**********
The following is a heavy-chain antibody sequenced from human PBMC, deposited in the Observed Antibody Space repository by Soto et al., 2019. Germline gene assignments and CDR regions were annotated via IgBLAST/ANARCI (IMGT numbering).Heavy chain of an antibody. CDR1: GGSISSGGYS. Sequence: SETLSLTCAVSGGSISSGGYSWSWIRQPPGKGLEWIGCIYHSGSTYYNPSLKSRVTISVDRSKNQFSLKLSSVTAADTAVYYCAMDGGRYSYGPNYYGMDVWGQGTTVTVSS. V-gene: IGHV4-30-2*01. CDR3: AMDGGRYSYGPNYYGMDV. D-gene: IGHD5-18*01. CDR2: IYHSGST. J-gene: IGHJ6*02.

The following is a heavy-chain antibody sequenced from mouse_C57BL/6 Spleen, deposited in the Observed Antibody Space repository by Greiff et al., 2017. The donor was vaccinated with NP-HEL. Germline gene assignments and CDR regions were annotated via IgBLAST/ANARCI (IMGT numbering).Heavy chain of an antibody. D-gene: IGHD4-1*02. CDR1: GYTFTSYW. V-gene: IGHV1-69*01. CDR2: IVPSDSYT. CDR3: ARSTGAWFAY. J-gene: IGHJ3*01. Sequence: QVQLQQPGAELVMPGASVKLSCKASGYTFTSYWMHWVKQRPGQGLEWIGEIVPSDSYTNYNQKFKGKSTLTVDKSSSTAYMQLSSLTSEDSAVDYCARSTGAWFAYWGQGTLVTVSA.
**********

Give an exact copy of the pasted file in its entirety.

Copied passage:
The following is a heavy-chain antibody sequenced from human PBMC, deposited in the Observed Antibody Space repository by Soto et al., 2019. Germline gene assignments and CDR regions were annotated via IgBLAST/ANARCI (IMGT numbering).Heavy chain of an antibody. CDR1: GGSISSGGYS. Sequence: SETLSLTCAVSGGSISSGGYSWSWIRQPPGKGLEWIGCIYHSGSTYYNPSLKSRVTISVDRSKNQFSLKLSSVTAADTAVYYCAMDGGRYSYGPNYYGMDVWGQGTTVTVSS. V-gene: IGHV4-30-2*01. CDR3: AMDGGRYSYGPNYYGMDV. D-gene: IGHD5-18*01. CDR2: IYHSGST. J-gene: IGHJ6*02.

The following is a heavy-chain antibody sequenced from mouse_C57BL/6 Spleen, deposited in the Observed Antibody Space repository by Greiff et al., 2017. The donor was vaccinated with NP-HEL. Germline gene assignments and CDR regions were annotated via IgBLAST/ANARCI (IMGT numbering).Heavy chain of an antibody. D-gene: IGHD4-1*02. CDR1: GYTFTSYW. V-gene: IGHV1-69*01. CDR2: IVPSDSYT. CDR3: ARSTGAWFAY. J-gene: IGHJ3*01. Sequence: QVQLQQPGAELVMPGASVKLSCKASGYTFTSYWMHWVKQRPGQGLEWIGEIVPSDSYTNYNQKFKGKSTLTVDKSSSTAYMQLSSLTSEDSAVDYCARSTGAWFAYWGQGTLVTVSA.